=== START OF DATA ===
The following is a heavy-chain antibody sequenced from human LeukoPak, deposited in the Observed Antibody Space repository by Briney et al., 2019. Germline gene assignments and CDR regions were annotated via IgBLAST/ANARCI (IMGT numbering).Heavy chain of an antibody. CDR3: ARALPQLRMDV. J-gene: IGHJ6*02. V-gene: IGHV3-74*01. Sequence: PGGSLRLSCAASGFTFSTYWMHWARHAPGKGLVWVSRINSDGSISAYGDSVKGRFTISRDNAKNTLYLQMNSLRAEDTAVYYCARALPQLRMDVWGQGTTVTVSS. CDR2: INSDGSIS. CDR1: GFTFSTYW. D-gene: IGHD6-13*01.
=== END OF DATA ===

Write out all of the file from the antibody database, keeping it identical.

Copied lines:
The following is a heavy-chain antibody sequenced from human LeukoPak, deposited in the Observed Antibody Space repository by Briney et al., 2019. Germline gene assignments and CDR regions were annotated via IgBLAST/ANARCI (IMGT numbering).Heavy chain of an antibody. CDR3: ARALPQLRMDV. J-gene: IGHJ6*02. V-gene: IGHV3-74*01. Sequence: PGGSLRLSCAASGFTFSTYWMHWARHAPGKGLVWVSRINSDGSISAYGDSVKGRFTISRDNAKNTLYLQMNSLRAEDTAVYYCARALPQLRMDVWGQGTTVTVSS. CDR2: INSDGSIS. CDR1: GFTFSTYW. D-gene: IGHD6-13*01.